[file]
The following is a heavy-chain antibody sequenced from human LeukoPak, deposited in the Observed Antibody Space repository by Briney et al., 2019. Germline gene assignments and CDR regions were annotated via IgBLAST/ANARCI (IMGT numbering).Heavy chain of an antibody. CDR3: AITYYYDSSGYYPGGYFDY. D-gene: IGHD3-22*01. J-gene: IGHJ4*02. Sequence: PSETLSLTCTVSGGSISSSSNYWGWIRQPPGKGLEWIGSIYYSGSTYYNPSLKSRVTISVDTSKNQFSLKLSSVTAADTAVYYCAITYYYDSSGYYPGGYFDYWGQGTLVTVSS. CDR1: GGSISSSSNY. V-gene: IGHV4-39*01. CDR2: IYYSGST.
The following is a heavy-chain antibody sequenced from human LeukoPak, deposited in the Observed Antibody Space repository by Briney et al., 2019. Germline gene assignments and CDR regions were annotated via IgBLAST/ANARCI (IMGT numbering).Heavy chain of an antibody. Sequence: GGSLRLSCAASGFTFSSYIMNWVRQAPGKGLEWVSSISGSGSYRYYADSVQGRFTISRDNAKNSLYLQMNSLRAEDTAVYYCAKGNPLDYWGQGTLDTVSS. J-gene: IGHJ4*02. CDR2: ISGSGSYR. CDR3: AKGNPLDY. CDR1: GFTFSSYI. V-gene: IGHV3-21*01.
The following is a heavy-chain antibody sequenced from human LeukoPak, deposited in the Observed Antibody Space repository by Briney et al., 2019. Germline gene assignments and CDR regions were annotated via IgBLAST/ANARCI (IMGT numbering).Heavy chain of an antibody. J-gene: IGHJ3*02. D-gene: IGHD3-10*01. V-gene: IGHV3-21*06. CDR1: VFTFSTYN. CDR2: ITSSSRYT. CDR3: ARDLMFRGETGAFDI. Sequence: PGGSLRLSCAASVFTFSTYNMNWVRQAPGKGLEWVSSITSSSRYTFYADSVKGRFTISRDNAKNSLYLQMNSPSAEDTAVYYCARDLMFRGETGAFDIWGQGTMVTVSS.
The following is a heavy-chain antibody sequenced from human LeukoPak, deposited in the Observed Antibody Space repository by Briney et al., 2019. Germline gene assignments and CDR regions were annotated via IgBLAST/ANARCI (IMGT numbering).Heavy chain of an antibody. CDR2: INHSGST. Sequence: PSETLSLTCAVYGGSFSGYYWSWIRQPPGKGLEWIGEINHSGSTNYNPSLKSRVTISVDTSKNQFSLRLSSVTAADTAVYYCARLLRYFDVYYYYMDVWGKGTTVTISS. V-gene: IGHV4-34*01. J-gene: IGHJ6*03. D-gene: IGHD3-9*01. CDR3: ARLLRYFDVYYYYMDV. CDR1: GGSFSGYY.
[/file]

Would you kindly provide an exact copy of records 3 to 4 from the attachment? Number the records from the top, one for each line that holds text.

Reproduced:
The following is a heavy-chain antibody sequenced from human LeukoPak, deposited in the Observed Antibody Space repository by Briney et al., 2019. Germline gene assignments and CDR regions were annotated via IgBLAST/ANARCI (IMGT numbering).Heavy chain of an antibody. J-gene: IGHJ3*02. D-gene: IGHD3-10*01. V-gene: IGHV3-21*06. CDR1: VFTFSTYN. CDR2: ITSSSRYT. CDR3: ARDLMFRGETGAFDI. Sequence: PGGSLRLSCAASVFTFSTYNMNWVRQAPGKGLEWVSSITSSSRYTFYADSVKGRFTISRDNAKNSLYLQMNSPSAEDTAVYYCARDLMFRGETGAFDIWGQGTMVTVSS.
The following is a heavy-chain antibody sequenced from human LeukoPak, deposited in the Observed Antibody Space repository by Briney et al., 2019. Germline gene assignments and CDR regions were annotated via IgBLAST/ANARCI (IMGT numbering).Heavy chain of an antibody. CDR2: INHSGST. Sequence: PSETLSLTCAVYGGSFSGYYWSWIRQPPGKGLEWIGEINHSGSTNYNPSLKSRVTISVDTSKNQFSLRLSSVTAADTAVYYCARLLRYFDVYYYYMDVWGKGTTVTISS. V-gene: IGHV4-34*01. J-gene: IGHJ6*03. D-gene: IGHD3-9*01. CDR3: ARLLRYFDVYYYYMDV. CDR1: GGSFSGYY.